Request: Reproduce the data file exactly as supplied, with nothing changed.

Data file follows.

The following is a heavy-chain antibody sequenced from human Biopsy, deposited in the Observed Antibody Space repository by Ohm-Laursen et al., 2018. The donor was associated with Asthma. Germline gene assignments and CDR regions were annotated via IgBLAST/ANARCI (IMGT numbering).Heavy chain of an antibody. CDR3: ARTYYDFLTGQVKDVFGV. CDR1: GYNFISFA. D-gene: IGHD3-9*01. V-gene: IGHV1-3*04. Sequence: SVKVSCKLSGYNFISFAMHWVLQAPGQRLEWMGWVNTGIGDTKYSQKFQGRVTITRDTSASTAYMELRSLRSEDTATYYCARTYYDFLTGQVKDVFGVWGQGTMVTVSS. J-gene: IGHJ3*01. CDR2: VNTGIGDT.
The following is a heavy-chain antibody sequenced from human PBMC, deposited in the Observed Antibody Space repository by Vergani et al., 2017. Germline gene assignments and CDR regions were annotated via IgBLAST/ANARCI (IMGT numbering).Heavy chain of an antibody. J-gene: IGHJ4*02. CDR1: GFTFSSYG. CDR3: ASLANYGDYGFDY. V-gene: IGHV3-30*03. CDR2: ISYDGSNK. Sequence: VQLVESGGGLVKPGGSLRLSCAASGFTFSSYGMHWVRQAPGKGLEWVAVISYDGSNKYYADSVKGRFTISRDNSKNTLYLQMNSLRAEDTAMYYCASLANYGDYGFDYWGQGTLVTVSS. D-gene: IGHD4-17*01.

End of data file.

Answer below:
The following is a heavy-chain antibody sequenced from human Biopsy, deposited in the Observed Antibody Space repository by Ohm-Laursen et al., 2018. The donor was associated with Asthma. Germline gene assignments and CDR regions were annotated via IgBLAST/ANARCI (IMGT numbering).Heavy chain of an antibody. CDR3: ARTYYDFLTGQVKDVFGV. CDR1: GYNFISFA. D-gene: IGHD3-9*01. V-gene: IGHV1-3*04. Sequence: SVKVSCKLSGYNFISFAMHWVLQAPGQRLEWMGWVNTGIGDTKYSQKFQGRVTITRDTSASTAYMELRSLRSEDTATYYCARTYYDFLTGQVKDVFGVWGQGTMVTVSS. J-gene: IGHJ3*01. CDR2: VNTGIGDT.
The following is a heavy-chain antibody sequenced from human PBMC, deposited in the Observed Antibody Space repository by Vergani et al., 2017. Germline gene assignments and CDR regions were annotated via IgBLAST/ANARCI (IMGT numbering).Heavy chain of an antibody. J-gene: IGHJ4*02. CDR1: GFTFSSYG. CDR3: ASLANYGDYGFDY. V-gene: IGHV3-30*03. CDR2: ISYDGSNK. Sequence: VQLVESGGGLVKPGGSLRLSCAASGFTFSSYGMHWVRQAPGKGLEWVAVISYDGSNKYYADSVKGRFTISRDNSKNTLYLQMNSLRAEDTAMYYCASLANYGDYGFDYWGQGTLVTVSS. D-gene: IGHD4-17*01.